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What is FGM?

Updated: Dec 7, 2023

FGM stands for Female Genital Mutilation

It is a procedure that involves deliberately cutting, for no medical reason, a female's genitals. It is usually carried out on young girls between infancy and 15 years old. In Northern Ireland, it is illegal and is considered child abuse.

There are many reasons why FGM is performed. These include:

Cultural reasons

Some people believe FGM is part of their culture and as part of a girl's initiation into womanhood.

Social reasons

Some people believe that FGM will benefit the girl in some way and be good for her. In some communities, the external female genitalia are considered dirty and ugly and are removed to promote hygiene and enhance aesthetic appeal.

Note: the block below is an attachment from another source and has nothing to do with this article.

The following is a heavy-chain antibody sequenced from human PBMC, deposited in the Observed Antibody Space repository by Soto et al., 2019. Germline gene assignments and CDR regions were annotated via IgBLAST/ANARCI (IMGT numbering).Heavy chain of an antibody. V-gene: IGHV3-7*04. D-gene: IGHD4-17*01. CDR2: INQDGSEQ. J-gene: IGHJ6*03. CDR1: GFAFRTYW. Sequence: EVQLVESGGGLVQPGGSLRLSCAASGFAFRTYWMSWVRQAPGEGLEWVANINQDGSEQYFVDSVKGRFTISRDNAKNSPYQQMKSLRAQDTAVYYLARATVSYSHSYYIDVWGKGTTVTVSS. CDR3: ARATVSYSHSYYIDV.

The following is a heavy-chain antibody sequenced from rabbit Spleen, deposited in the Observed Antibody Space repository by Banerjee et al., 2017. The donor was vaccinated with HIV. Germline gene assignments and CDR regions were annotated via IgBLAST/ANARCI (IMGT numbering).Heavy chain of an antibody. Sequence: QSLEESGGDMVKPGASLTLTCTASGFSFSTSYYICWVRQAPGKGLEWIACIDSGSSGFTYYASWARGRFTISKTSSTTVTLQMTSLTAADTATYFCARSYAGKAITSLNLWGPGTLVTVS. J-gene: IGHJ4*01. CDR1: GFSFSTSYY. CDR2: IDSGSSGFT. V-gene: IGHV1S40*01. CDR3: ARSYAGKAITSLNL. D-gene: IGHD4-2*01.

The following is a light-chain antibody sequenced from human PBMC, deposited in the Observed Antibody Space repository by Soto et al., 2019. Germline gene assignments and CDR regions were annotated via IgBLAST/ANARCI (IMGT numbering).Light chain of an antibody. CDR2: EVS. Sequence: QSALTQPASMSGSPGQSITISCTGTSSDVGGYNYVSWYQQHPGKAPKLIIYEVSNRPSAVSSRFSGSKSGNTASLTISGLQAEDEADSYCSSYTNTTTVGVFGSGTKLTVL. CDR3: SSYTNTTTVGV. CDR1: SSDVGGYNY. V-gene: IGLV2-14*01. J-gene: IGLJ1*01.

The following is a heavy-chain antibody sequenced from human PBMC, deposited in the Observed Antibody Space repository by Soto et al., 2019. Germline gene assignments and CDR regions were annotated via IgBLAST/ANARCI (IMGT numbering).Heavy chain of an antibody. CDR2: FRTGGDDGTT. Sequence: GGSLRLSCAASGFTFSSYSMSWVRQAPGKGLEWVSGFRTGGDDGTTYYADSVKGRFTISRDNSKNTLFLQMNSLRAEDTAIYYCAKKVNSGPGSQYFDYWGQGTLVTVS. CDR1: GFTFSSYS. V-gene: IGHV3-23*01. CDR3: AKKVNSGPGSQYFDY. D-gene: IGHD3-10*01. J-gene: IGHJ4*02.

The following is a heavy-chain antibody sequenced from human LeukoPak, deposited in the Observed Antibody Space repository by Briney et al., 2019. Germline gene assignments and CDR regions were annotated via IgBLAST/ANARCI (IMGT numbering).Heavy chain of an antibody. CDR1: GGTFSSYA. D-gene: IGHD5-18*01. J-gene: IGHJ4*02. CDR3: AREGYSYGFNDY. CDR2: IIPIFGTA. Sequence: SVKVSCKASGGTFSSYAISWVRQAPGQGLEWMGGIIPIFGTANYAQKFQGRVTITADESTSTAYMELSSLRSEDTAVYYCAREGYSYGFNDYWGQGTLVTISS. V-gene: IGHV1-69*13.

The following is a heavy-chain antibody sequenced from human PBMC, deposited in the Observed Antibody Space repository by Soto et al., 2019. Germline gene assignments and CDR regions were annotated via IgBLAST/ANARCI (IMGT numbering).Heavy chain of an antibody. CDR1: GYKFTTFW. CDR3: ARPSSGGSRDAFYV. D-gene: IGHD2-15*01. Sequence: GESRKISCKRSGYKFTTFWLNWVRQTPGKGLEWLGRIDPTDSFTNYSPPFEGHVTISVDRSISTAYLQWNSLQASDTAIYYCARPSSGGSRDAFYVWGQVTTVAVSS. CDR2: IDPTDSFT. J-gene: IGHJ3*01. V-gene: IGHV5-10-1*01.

Religious reasons

Some communities believe that by completing FGM, this will ensure the girl's virginity before marriage.

Are there complications with FGM?

Complications can occur and include:

  • severe pain

  • haemorrhage

  • urine retention

  • fever

  • septicaemia

  • death as a result of complications

  • urinary incontinence

  • emotional effects, including post-traumatic stress

What can a young girl do if they feel they are at risk of FGM?

  • Tell someone what has been happening - this could be a parent/guardian, a friend, a teacher in school.

  • Consider talking to someone at an organisation that can give advice and help with the bullying experience such as:

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